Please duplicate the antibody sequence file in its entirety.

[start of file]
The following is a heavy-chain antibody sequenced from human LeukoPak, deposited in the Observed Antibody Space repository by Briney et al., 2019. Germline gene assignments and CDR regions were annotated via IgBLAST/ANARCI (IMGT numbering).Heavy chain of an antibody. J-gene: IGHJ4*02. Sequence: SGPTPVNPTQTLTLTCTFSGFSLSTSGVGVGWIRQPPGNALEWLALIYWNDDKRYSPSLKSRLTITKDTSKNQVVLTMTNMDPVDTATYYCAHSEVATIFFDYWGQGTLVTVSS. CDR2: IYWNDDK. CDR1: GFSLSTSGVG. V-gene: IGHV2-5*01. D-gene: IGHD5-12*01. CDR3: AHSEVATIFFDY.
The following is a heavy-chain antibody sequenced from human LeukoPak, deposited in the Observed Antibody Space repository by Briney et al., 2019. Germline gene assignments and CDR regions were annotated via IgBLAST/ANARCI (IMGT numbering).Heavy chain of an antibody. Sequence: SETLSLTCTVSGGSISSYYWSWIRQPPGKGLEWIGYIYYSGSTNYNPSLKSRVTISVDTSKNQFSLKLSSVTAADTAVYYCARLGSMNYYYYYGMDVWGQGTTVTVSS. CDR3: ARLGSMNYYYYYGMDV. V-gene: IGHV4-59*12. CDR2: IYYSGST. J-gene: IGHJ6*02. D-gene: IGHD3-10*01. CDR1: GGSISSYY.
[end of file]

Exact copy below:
The following is a heavy-chain antibody sequenced from human LeukoPak, deposited in the Observed Antibody Space repository by Briney et al., 2019. Germline gene assignments and CDR regions were annotated via IgBLAST/ANARCI (IMGT numbering).Heavy chain of an antibody. J-gene: IGHJ4*02. Sequence: SGPTPVNPTQTLTLTCTFSGFSLSTSGVGVGWIRQPPGNALEWLALIYWNDDKRYSPSLKSRLTITKDTSKNQVVLTMTNMDPVDTATYYCAHSEVATIFFDYWGQGTLVTVSS. CDR2: IYWNDDK. CDR1: GFSLSTSGVG. V-gene: IGHV2-5*01. D-gene: IGHD5-12*01. CDR3: AHSEVATIFFDY.
The following is a heavy-chain antibody sequenced from human LeukoPak, deposited in the Observed Antibody Space repository by Briney et al., 2019. Germline gene assignments and CDR regions were annotated via IgBLAST/ANARCI (IMGT numbering).Heavy chain of an antibody. Sequence: SETLSLTCTVSGGSISSYYWSWIRQPPGKGLEWIGYIYYSGSTNYNPSLKSRVTISVDTSKNQFSLKLSSVTAADTAVYYCARLGSMNYYYYYGMDVWGQGTTVTVSS. CDR3: ARLGSMNYYYYYGMDV. V-gene: IGHV4-59*12. CDR2: IYYSGST. J-gene: IGHJ6*02. D-gene: IGHD3-10*01. CDR1: GGSISSYY.